Frequently Asked Questions
Why did you start this site?The volume of research and data and the need for rapid decisions made it difficult to base COVID-19 policy on science. Similarly qualified experts presented contradictory conclusions, and very different policies for treatments and interventions were adopted around the world. We felt that attempts to organize and make the research and data easier to navigate, highlighting areas of applicability, and analyzing limitations, could be beneficial. For example, we noticed that treatment delay was often being ignored. Results for an antiviral tested several days after symptoms cannot be generalized to results for early treatment, yet this was often done, with lethal consequences.
How do you choose the treatments?We catalog 2,205 potential treatments, of which we currently analyze 48 of the most effective, promising, and widely used early treatments. There are also many treatments that are helpful for late stage patients, however we focus on early treatment.
What is the search strategy for papers?All significant original contributions related to the use of the treatments we cover, including searches of the typical sources augmented by contributions from the community. Covering all research is important because it is easy to choose a search strategy that results in a subset of papers reporting a desired conclusion. This is especially so if papers are reported at face value without examining the actual data, methods, or regions of applicability.
What treatments do you recommend?We do not provide medical advice. Before taking any medication, consult a qualified physician who can provide personalized advice and details of risks and benefits based on your medical history and current situation.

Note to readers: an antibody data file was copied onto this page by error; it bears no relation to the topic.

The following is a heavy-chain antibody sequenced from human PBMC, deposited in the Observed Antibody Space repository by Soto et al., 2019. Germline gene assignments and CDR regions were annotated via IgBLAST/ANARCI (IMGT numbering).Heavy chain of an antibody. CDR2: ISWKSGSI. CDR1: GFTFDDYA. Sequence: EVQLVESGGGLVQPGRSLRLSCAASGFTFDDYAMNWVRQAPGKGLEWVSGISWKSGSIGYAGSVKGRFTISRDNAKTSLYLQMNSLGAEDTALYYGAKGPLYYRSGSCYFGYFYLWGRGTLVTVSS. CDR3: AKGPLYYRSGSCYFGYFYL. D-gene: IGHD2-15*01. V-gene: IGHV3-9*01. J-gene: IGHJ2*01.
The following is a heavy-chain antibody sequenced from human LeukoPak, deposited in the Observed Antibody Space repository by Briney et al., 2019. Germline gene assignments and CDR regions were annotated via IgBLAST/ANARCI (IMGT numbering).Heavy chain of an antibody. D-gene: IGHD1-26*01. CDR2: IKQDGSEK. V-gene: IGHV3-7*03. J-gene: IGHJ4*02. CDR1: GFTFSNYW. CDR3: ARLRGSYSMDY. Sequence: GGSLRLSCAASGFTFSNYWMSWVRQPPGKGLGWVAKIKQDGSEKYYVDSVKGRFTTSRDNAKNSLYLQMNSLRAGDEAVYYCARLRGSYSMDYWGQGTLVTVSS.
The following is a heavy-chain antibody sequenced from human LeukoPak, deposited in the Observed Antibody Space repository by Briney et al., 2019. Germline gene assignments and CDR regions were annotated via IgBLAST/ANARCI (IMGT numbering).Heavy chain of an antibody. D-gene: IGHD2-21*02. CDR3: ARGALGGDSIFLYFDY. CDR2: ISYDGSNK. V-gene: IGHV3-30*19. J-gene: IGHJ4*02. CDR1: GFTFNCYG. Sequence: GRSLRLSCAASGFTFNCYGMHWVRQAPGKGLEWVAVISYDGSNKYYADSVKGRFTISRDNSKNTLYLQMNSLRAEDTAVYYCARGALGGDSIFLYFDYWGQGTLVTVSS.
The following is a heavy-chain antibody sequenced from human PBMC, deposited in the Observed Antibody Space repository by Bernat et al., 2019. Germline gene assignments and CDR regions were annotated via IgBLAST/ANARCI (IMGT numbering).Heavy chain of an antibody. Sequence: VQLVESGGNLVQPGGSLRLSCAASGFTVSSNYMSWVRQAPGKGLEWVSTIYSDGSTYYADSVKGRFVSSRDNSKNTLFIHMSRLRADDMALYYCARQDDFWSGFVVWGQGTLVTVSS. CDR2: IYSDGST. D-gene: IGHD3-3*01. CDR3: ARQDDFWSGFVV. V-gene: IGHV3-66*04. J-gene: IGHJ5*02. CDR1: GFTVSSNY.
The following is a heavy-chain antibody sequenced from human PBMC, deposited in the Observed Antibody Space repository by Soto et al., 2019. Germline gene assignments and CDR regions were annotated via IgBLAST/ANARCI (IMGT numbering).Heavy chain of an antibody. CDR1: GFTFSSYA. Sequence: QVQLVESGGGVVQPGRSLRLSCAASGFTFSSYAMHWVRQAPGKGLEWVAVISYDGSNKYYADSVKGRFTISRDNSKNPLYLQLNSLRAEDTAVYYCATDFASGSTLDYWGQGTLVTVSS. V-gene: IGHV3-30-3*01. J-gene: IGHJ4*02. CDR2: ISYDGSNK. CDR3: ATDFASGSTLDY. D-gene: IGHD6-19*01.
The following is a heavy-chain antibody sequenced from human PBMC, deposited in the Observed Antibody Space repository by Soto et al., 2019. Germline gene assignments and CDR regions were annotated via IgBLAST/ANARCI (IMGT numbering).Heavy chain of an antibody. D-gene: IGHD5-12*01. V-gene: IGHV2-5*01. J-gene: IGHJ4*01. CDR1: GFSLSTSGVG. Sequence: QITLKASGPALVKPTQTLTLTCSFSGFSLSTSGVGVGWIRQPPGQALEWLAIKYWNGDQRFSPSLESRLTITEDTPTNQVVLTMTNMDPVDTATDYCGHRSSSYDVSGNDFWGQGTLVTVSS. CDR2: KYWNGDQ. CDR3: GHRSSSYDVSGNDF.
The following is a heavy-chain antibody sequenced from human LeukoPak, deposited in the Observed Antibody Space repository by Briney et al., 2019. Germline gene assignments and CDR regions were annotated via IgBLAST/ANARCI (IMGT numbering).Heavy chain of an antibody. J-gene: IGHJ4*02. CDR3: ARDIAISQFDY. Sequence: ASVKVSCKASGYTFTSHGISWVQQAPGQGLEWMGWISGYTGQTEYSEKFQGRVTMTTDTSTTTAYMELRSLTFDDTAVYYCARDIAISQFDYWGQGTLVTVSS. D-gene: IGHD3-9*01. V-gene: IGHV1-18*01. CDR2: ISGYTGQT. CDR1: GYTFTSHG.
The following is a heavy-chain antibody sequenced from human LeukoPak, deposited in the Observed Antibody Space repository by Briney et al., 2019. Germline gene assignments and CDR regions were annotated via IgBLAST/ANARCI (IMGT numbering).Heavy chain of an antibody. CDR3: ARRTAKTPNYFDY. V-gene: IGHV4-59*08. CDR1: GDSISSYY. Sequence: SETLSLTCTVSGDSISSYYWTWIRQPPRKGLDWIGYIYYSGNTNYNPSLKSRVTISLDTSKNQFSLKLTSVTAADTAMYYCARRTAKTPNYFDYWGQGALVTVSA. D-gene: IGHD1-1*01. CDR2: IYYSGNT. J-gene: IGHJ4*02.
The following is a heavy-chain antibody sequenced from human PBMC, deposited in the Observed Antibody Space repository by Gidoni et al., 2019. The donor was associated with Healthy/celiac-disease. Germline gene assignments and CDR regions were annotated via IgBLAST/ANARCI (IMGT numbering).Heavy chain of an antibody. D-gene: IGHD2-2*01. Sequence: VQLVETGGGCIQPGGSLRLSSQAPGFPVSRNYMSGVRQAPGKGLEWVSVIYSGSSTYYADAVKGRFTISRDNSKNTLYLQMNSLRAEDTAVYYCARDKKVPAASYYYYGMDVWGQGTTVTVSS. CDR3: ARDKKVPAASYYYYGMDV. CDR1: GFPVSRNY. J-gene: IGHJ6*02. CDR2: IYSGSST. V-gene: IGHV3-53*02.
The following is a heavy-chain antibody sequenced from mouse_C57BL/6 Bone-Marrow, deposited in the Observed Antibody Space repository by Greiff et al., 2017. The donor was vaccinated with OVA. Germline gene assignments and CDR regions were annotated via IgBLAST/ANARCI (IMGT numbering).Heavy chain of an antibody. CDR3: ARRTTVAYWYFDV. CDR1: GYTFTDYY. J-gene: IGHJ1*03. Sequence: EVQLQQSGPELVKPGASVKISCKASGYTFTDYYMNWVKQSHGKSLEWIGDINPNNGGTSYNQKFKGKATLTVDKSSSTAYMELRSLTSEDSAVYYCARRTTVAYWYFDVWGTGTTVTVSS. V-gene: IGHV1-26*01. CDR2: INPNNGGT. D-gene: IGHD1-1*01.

Why are there multiple domain names?This was an attempt to minimize the harm of scientific censorship. Science for COVID-19 treatments has received varying levels of censorship, and the hope is that censorship of one treatment does not affect the others. This has only been partially helpful — manual censorship actions have been applied to all treatments we analyze, including those approved by the US FDA.
Who is @CovidAnalysis?We are PhD researchers, scientists, people who hope to make a contribution, even if it is only very minor. You can find our research in journals like Science and Nature. We have little interest in adding to our publication lists, being in the news, or being on TV (we have done these things before but feel there are more important things in life now).
Why should we trust you?We provide organization and analysis, but all sources are public and verifiable. For the meta-analyses, all data required to reproduce the analysis is contained in the appendix, with direct links to the original source papers.
Why not publish in a journal?No journals currently accept real-time updates. Most COVID-19 meta analyses published in journals are out of date, and they often contain uncorrected errors or misleading statements. With real-time updates we can present up to date information, and we can rapidly incorporate feedback from peer reviews.
Who funds this research?We have no funding, this is done in our spare time and we pay the web hosting fees personally (about $100 per month).
How can I donate?We don't accept donations (it could be a conflict of interest).
Can we use your graphs?Yes. You can use any of our work free of charge.
Please send us corrections, updates, or comments. Vaccines and treatments are complementary. All practical, effective, and safe means should be used based on risk/benefit analysis. No treatment, vaccine, or intervention is 100% available and effective for all current and future variants. We do not provide medical advice. Before taking any medication, consult a qualified physician who can provide personalized advice and details of risks and benefits based on your medical history and situation. FLCCC and WCH provide treatment protocols.
Thanks for your feedback! Please search before submitting papers and note that studies are listed under the date they were first available, which may be the date of an earlier preprint.